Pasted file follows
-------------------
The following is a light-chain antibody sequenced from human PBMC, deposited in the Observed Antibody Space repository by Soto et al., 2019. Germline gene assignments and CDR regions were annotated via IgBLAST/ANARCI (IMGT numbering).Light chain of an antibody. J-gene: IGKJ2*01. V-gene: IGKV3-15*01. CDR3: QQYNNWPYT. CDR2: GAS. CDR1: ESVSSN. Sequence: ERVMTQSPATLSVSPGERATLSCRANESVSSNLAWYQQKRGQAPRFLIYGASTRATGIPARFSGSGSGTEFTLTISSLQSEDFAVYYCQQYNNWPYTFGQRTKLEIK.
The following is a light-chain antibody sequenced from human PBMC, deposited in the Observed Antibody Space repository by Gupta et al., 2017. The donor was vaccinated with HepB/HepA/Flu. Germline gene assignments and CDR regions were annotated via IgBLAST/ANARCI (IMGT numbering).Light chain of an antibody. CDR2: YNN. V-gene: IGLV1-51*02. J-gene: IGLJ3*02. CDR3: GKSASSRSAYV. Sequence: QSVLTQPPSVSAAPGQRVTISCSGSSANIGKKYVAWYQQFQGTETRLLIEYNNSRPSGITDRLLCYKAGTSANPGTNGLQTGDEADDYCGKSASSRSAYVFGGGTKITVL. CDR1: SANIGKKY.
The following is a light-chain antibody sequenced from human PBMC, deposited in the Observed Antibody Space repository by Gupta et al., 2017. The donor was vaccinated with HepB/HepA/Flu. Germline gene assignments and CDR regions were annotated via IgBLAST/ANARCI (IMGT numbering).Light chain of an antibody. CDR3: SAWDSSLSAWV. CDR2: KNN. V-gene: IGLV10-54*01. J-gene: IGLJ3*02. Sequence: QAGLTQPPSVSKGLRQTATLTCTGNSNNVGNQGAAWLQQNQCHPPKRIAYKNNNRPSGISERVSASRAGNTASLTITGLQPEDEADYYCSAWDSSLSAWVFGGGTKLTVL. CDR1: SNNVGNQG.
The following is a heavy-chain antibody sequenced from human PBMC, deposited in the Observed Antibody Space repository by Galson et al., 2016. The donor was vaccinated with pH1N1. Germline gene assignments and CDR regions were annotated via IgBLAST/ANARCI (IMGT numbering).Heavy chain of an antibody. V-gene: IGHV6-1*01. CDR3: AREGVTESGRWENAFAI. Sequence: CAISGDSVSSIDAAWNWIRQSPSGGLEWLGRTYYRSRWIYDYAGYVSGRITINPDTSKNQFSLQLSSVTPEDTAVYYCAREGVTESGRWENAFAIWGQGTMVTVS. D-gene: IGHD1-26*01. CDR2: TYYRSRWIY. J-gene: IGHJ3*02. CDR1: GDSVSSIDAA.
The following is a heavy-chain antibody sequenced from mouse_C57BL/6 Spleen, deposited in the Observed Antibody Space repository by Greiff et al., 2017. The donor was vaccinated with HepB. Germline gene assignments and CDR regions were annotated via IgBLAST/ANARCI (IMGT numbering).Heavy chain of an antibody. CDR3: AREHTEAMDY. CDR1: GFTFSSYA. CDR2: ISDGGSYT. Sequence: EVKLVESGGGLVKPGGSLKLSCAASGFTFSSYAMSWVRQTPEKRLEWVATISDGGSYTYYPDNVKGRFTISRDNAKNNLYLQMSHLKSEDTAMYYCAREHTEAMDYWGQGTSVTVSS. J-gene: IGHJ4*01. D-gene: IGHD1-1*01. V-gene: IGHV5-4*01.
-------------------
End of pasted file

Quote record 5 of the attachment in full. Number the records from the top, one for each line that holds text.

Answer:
The following is a heavy-chain antibody sequenced from mouse_C57BL/6 Spleen, deposited in the Observed Antibody Space repository by Greiff et al., 2017. The donor was vaccinated with HepB. Germline gene assignments and CDR regions were annotated via IgBLAST/ANARCI (IMGT numbering).Heavy chain of an antibody. CDR3: AREHTEAMDY. CDR1: GFTFSSYA. CDR2: ISDGGSYT. Sequence: EVKLVESGGGLVKPGGSLKLSCAASGFTFSSYAMSWVRQTPEKRLEWVATISDGGSYTYYPDNVKGRFTISRDNAKNNLYLQMSHLKSEDTAMYYCAREHTEAMDYWGQGTSVTVSS. J-gene: IGHJ4*01. D-gene: IGHD1-1*01. V-gene: IGHV5-4*01.